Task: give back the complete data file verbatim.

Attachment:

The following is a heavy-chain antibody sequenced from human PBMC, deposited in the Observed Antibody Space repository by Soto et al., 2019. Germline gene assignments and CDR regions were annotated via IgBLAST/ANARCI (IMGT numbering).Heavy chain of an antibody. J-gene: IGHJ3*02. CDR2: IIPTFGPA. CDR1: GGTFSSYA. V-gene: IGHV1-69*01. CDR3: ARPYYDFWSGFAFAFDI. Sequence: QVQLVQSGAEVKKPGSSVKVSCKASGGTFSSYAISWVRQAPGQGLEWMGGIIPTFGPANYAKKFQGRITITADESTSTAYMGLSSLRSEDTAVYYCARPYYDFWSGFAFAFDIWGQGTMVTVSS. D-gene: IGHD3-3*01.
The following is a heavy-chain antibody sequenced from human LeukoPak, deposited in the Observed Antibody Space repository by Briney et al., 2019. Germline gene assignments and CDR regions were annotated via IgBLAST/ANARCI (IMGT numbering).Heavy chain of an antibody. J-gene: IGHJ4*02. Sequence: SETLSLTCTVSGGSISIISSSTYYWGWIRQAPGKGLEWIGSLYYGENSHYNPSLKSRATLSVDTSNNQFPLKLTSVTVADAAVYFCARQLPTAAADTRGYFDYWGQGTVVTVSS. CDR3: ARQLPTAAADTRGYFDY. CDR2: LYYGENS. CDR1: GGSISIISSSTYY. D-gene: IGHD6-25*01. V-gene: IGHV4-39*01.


The following is a heavy-chain antibody sequenced from human PBMC, deposited in the Observed Antibody Space repository by Soto et al., 2019. Germline gene assignments and CDR regions were annotated via IgBLAST/ANARCI (IMGT numbering).Heavy chain of an antibody. J-gene: IGHJ3*02. CDR2: IIPTFGPA. CDR1: GGTFSSYA. V-gene: IGHV1-69*01. CDR3: ARPYYDFWSGFAFAFDI. Sequence: QVQLVQSGAEVKKPGSSVKVSCKASGGTFSSYAISWVRQAPGQGLEWMGGIIPTFGPANYAKKFQGRITITADESTSTAYMGLSSLRSEDTAVYYCARPYYDFWSGFAFAFDIWGQGTMVTVSS. D-gene: IGHD3-3*01.
The following is a heavy-chain antibody sequenced from human LeukoPak, deposited in the Observed Antibody Space repository by Briney et al., 2019. Germline gene assignments and CDR regions were annotated via IgBLAST/ANARCI (IMGT numbering).Heavy chain of an antibody. J-gene: IGHJ4*02. Sequence: SETLSLTCTVSGGSISIISSSTYYWGWIRQAPGKGLEWIGSLYYGENSHYNPSLKSRATLSVDTSNNQFPLKLTSVTVADAAVYFCARQLPTAAADTRGYFDYWGQGTVVTVSS. CDR3: ARQLPTAAADTRGYFDY. CDR2: LYYGENS. CDR1: GGSISIISSSTYY. D-gene: IGHD6-25*01. V-gene: IGHV4-39*01.